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Develop an MRM Transition



A quantitative assay should be specific, accurate and sensitive. Assay development time should be as short as possible without sacrificing the aforementioned attributes.  A mass spectrometry quantitation assay can satisfy these criteria. 

In the development of a transition the compound of interest is selected for MS/MS fragmentation.  One way to develop and optimize a transition is to infuse the compound with a syringe pump. During the infusion of the compound the MS signal can be optimized in the full scan mode.  MS/MS sensitivity will depend on how well your compound behaves in the full MS mode, anything that you can do to boost the full scan non-CID response will benefit the final MRM experiment.  Next, the collision energy and collision gas can all be optimized to give the most abundant fragmentation.  Care must be taken not to supply too much collision energy.  The result of too much CE can be the loss of valuable stable fragment peaks.  "How do I optimize for fragment peaks?", this can be accomplished by infusing the compound while performing MS/MS, pick a suitable fragment peak and monitor it's specific ion current while changing the collision energy and collision gas.  Pick a collision energy and collision gas condition that gives the maximum response.  Modern triple quadrupole mass spectrometers can perform this optimization automatically.

The optimized MS/MS spectrum is then inspected for a suitable fragment peak to monitor in the quantitative assay.  As observed in spectrum A the parent mass of the compound is 534.  It might appear to be a simple task to choose a fragment peak from the MS/MS spectrum B to complete the transition.  Care must be taken not to choose a fragment peak too near to the parent peak.  It is very common for compounds to readily lose water and or ammonia, for example 534-517= 17.  Care must be taken not to choose the ammonia or water loss peaks for the MRM experiment because that would result in a less than unique transition.  The transition 534->375 would be a good choice.  Another warning is to take care and choose a stable peak.  The fragment peak you choose to complete the transition must be a consistent peak that appears scan after scan with a consistent response while the standard compound is being infused.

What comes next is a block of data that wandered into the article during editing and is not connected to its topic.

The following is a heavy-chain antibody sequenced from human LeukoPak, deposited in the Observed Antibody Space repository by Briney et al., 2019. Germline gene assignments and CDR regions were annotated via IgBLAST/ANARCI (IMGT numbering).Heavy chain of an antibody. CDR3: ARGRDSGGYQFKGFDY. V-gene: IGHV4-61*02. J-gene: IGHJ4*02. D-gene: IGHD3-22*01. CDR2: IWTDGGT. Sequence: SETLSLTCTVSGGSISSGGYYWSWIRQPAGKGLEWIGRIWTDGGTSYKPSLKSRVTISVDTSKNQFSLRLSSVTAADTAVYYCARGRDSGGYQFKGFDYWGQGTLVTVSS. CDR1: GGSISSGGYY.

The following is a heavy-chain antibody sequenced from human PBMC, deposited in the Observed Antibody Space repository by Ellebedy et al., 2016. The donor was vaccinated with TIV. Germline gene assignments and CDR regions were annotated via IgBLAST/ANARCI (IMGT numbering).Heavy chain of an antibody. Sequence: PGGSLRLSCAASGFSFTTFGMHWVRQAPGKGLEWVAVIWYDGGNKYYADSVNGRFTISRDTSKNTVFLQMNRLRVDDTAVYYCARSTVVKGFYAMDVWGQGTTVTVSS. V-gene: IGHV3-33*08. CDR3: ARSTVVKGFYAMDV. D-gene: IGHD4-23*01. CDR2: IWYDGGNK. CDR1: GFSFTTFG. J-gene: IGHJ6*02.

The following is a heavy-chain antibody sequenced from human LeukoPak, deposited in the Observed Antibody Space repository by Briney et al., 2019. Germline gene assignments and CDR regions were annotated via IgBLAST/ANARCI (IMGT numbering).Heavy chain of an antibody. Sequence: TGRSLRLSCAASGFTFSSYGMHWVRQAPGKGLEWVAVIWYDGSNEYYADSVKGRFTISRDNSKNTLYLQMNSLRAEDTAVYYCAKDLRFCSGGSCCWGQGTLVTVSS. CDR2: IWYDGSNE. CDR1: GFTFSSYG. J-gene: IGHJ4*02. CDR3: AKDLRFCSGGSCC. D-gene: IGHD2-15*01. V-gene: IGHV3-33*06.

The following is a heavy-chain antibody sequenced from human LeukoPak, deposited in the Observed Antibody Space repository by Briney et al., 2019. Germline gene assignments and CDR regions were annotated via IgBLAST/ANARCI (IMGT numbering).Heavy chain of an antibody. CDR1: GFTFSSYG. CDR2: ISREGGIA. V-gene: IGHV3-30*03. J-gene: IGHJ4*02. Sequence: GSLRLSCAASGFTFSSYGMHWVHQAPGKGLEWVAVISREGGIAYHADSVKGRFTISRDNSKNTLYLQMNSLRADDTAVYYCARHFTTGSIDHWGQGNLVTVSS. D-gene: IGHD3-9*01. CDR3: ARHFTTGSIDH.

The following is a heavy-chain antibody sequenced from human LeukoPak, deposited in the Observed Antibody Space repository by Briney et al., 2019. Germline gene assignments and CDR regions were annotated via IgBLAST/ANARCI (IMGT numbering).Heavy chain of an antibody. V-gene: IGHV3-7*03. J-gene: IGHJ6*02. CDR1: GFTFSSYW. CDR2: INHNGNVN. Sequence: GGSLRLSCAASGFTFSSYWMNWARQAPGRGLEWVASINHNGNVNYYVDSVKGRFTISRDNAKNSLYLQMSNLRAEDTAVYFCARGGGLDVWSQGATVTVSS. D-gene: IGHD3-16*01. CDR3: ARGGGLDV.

Hint:  When optimizing MS conditions it is often better to simulate the conditions that will be experienced during the assay.  For example if the assay is performed at a chromatographic flow rate of 400 ul/min and the compound elutes at 30% organic it is best to simulate these conditions while you are infusing the compound for optimization.  This can be done by setting up the HPLC at the appropriate flow rate and organic composition. and then teeing in the compound for infusion.  You will be the king of the MS assay if you take this hint.  Also the first time we run a compound we do the 60/60 gradient to characterize it's hydrophobic character to see how it behaves on a C18 column.  If you do this with all of your compounds you can create an elution library that can be used as a reference in future assays.



Read about the need for an internal standard

The Internal Standard

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